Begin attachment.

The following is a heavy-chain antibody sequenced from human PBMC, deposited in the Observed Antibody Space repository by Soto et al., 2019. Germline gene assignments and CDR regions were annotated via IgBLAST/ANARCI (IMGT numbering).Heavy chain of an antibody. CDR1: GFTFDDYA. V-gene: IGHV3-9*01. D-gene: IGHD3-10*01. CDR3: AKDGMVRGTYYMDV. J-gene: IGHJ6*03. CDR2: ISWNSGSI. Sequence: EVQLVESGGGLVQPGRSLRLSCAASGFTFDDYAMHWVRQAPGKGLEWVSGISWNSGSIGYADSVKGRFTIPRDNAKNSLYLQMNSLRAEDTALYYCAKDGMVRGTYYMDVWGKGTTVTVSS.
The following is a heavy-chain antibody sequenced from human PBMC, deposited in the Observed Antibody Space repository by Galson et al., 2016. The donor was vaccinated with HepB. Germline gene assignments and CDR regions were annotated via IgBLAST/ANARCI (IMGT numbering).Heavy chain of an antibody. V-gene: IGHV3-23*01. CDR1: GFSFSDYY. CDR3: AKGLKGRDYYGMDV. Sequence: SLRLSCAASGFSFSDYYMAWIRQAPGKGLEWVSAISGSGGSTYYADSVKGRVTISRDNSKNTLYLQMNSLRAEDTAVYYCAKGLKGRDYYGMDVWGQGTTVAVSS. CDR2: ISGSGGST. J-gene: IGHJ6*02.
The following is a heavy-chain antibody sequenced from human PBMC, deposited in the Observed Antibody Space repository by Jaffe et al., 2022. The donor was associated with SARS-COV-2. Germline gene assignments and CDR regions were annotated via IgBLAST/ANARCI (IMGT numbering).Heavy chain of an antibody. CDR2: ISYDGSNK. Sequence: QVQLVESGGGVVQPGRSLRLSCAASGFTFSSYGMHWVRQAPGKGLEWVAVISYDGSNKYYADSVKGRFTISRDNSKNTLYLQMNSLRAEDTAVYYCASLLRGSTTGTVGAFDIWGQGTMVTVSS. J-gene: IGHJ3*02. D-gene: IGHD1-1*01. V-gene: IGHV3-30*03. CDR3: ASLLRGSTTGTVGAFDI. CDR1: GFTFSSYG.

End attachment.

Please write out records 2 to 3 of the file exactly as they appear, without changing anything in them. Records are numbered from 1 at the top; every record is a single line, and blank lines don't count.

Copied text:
The following is a heavy-chain antibody sequenced from human PBMC, deposited in the Observed Antibody Space repository by Galson et al., 2016. The donor was vaccinated with HepB. Germline gene assignments and CDR regions were annotated via IgBLAST/ANARCI (IMGT numbering).Heavy chain of an antibody. V-gene: IGHV3-23*01. CDR1: GFSFSDYY. CDR3: AKGLKGRDYYGMDV. Sequence: SLRLSCAASGFSFSDYYMAWIRQAPGKGLEWVSAISGSGGSTYYADSVKGRVTISRDNSKNTLYLQMNSLRAEDTAVYYCAKGLKGRDYYGMDVWGQGTTVAVSS. CDR2: ISGSGGST. J-gene: IGHJ6*02.
The following is a heavy-chain antibody sequenced from human PBMC, deposited in the Observed Antibody Space repository by Jaffe et al., 2022. The donor was associated with SARS-COV-2. Germline gene assignments and CDR regions were annotated via IgBLAST/ANARCI (IMGT numbering).Heavy chain of an antibody. CDR2: ISYDGSNK. Sequence: QVQLVESGGGVVQPGRSLRLSCAASGFTFSSYGMHWVRQAPGKGLEWVAVISYDGSNKYYADSVKGRFTISRDNSKNTLYLQMNSLRAEDTAVYYCASLLRGSTTGTVGAFDIWGQGTMVTVSS. J-gene: IGHJ3*02. D-gene: IGHD1-1*01. V-gene: IGHV3-30*03. CDR3: ASLLRGSTTGTVGAFDI. CDR1: GFTFSSYG.